One man killed 12 people, raped 45 women and stole 120 houses in several towns in California (USA) between 1976 and 1986. For four decades, the crimes of the so-called East Zone Violator remained unsolved, until on April 24, 2018, when the FBI and the Sacramento Police announced they had arrested Joseph James DeAngelo, 72, in Citrus Heights, just outside the California capital.
After 40 years of failures, one of the researchers decided to introduce the genetic profile found in the crime scenes in GEDmatch, an open database on the internet where people put their DNA to find out their ethnic origins or find new relatives. The search yielded compatible coincidences with a common great-great-grandfather. Enough to rebuild the family tree and find DeAngelo.
A new research, published today in the magazine Science, suggests that it is already possible to identify half of the US population through these genealogical records of private companies. "The DNA of each person in these databases is like a beacon that illuminates hundreds of their relatives that are not in those databases," said geneticist Yaniv Erlich, the main author of the work and chief scientist of the group. MyHeritage, an Israeli company leader in the family tree business. At least 13 criminals have already been detained in the US with the same method as in the case of the East Zone Violator, according to Erlich's account.
"The DNA of each person in these databases is like a beacon that illuminates hundreds of their relatives who are not in those databases," explains Yaniv Erlich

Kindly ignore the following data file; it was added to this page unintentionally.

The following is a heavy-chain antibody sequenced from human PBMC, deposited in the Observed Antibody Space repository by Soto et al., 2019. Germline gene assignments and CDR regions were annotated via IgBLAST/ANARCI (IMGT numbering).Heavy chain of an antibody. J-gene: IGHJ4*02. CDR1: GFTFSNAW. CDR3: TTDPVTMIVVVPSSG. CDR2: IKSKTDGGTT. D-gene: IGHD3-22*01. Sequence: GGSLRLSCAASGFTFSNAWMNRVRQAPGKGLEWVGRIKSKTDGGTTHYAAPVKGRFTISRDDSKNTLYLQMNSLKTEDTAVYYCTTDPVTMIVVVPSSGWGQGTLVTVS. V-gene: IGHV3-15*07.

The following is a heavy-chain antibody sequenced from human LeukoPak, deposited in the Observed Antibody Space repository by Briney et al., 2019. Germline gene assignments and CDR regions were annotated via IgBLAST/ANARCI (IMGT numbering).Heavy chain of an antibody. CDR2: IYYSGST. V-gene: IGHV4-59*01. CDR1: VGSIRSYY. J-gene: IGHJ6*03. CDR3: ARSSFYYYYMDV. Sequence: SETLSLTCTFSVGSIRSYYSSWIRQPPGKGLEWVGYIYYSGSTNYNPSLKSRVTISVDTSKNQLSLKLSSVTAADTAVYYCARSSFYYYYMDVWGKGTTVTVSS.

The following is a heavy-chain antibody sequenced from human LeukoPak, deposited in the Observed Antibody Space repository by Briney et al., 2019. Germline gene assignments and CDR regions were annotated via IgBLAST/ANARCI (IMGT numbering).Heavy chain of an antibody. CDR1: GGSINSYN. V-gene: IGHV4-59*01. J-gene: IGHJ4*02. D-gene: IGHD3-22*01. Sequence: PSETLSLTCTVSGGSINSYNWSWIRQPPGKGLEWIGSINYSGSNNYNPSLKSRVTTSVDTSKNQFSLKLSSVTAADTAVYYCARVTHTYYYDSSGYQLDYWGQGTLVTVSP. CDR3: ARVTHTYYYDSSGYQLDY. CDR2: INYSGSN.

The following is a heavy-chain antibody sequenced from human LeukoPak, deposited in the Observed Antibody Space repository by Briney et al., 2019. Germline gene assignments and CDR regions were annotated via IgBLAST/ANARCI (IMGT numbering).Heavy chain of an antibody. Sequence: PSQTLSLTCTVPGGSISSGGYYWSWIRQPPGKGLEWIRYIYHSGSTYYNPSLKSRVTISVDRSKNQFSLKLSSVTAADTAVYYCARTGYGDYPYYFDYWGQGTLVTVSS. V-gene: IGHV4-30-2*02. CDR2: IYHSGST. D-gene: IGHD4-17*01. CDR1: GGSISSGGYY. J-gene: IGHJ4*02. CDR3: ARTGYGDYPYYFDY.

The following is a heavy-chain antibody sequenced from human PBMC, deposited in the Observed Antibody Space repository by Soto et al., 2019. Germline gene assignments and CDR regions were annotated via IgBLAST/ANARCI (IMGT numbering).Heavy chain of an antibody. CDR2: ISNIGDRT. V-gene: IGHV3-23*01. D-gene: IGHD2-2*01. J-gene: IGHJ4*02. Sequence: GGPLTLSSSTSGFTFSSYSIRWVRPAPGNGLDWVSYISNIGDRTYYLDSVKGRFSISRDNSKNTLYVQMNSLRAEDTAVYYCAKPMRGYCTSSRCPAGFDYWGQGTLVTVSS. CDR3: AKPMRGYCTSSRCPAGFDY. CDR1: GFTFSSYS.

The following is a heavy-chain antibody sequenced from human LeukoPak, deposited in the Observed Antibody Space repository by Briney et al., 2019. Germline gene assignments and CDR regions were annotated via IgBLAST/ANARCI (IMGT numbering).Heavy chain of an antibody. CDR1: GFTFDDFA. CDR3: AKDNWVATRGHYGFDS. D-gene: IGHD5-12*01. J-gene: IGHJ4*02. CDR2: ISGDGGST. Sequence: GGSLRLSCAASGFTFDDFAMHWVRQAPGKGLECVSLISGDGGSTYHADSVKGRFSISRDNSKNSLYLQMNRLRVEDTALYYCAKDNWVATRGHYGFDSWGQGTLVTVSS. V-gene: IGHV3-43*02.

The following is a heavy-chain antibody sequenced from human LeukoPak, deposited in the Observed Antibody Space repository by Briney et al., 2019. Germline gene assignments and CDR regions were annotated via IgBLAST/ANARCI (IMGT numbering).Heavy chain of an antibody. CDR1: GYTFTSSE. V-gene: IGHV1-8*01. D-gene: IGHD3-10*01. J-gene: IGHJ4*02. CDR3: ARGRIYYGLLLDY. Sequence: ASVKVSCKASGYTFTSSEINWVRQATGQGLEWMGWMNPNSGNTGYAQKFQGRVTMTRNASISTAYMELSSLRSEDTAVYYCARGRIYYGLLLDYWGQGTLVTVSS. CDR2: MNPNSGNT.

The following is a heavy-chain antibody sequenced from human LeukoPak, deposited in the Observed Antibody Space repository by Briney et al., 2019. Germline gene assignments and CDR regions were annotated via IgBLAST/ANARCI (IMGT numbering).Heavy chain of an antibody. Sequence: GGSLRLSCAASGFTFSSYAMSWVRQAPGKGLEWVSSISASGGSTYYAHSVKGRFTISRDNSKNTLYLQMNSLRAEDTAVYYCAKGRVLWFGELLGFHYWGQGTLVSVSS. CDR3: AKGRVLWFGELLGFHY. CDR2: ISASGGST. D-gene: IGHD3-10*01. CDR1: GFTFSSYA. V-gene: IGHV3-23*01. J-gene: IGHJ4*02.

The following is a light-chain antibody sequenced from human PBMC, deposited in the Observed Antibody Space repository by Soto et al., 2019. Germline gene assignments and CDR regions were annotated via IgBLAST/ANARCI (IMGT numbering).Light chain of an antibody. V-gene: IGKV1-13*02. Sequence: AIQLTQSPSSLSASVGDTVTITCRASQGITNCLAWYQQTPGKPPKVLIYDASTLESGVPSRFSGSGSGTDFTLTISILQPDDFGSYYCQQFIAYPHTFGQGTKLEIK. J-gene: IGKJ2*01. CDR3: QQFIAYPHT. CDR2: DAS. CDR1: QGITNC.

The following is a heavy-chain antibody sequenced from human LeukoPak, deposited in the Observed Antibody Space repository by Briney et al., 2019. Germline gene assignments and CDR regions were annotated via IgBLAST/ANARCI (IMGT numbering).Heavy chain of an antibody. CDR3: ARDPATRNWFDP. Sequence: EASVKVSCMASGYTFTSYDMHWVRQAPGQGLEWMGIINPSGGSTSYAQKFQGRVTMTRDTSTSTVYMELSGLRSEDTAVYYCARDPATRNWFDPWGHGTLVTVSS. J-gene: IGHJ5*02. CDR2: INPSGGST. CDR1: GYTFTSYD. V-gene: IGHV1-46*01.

The study has employed a database of 1.28 million people. Their results suggest that a genetic profile registry of 2% of the US adult population would be enough to locate the relatives of almost any citizen of the country, based on an anonymous DNA sample. With the current databases available on the Internet, used mostly by white citizens, it would be possible to identify 60% of Americans of European origin.
Erlich's group, which includes scientists from Columbia University and the Hebrew University of Jerusalem, shows that from the identification of a person with a great-great-grandfather, 850 candidates appear to be the culprit of a murder. If it is assumed that the crime was committed within a radius of 160 kilometers from the homicide's home, it is possible to exclude 57% of the family members. The approximate age of the suspect, calculated by witnesses, makes it possible to discard the remaining 91%. And knowing if it is a man or a woman leaves a list of 16 or 17 candidates, a figure that can be assumed for traditional research.
The authors urge the genealogy companies to establish measures to prevent this information from being used for spurious purposes. As a demonstration of the potential of this technique, the Erlich team has traced the DNA of an anonymous participant in a scientific project to their full name. "While politicians and citizens in general may be in favor of these forensic tools to solve crimes, we must bear in mind that they arise from databases that are open to everyone," the researchers reflect. "Therefore, the same technique could be exploited for harmful purposes, such as the identification of participants in scientific studies based on their genetic data," they warn.